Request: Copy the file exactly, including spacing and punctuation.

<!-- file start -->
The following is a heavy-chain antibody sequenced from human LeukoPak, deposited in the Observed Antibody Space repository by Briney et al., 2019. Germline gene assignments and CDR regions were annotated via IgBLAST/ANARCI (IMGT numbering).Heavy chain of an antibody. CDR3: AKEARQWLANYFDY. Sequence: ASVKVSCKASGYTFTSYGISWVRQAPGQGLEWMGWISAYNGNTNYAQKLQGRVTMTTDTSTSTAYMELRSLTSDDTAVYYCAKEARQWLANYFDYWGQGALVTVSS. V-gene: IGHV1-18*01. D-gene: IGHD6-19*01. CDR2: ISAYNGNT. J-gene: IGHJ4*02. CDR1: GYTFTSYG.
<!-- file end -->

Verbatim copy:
The following is a heavy-chain antibody sequenced from human LeukoPak, deposited in the Observed Antibody Space repository by Briney et al., 2019. Germline gene assignments and CDR regions were annotated via IgBLAST/ANARCI (IMGT numbering).Heavy chain of an antibody. CDR3: AKEARQWLANYFDY. Sequence: ASVKVSCKASGYTFTSYGISWVRQAPGQGLEWMGWISAYNGNTNYAQKLQGRVTMTTDTSTSTAYMELRSLTSDDTAVYYCAKEARQWLANYFDYWGQGALVTVSS. V-gene: IGHV1-18*01. D-gene: IGHD6-19*01. CDR2: ISAYNGNT. J-gene: IGHJ4*02. CDR1: GYTFTSYG.